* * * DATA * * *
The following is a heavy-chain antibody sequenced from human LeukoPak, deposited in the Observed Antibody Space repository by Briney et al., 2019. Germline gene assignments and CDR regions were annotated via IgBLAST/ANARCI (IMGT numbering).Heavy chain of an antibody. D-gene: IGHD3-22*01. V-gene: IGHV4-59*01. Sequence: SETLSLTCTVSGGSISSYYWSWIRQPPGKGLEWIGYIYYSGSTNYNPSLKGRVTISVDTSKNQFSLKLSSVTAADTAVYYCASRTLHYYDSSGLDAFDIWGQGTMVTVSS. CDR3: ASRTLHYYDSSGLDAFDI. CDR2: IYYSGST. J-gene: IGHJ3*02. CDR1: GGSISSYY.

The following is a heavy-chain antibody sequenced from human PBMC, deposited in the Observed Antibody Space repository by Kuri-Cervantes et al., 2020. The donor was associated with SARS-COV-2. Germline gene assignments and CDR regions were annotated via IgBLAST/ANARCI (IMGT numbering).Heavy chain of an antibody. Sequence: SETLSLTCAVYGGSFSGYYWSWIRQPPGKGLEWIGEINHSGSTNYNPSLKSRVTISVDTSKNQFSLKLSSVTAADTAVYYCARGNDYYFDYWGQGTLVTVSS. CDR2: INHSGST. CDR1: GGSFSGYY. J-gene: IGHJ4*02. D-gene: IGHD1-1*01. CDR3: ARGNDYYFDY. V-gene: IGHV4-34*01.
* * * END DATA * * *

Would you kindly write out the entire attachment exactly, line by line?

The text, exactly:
The following is a heavy-chain antibody sequenced from human LeukoPak, deposited in the Observed Antibody Space repository by Briney et al., 2019. Germline gene assignments and CDR regions were annotated via IgBLAST/ANARCI (IMGT numbering).Heavy chain of an antibody. D-gene: IGHD3-22*01. V-gene: IGHV4-59*01. Sequence: SETLSLTCTVSGGSISSYYWSWIRQPPGKGLEWIGYIYYSGSTNYNPSLKGRVTISVDTSKNQFSLKLSSVTAADTAVYYCASRTLHYYDSSGLDAFDIWGQGTMVTVSS. CDR3: ASRTLHYYDSSGLDAFDI. CDR2: IYYSGST. J-gene: IGHJ3*02. CDR1: GGSISSYY.

The following is a heavy-chain antibody sequenced from human PBMC, deposited in the Observed Antibody Space repository by Kuri-Cervantes et al., 2020. The donor was associated with SARS-COV-2. Germline gene assignments and CDR regions were annotated via IgBLAST/ANARCI (IMGT numbering).Heavy chain of an antibody. Sequence: SETLSLTCAVYGGSFSGYYWSWIRQPPGKGLEWIGEINHSGSTNYNPSLKSRVTISVDTSKNQFSLKLSSVTAADTAVYYCARGNDYYFDYWGQGTLVTVSS. CDR2: INHSGST. CDR1: GGSFSGYY. J-gene: IGHJ4*02. D-gene: IGHD1-1*01. CDR3: ARGNDYYFDY. V-gene: IGHV4-34*01.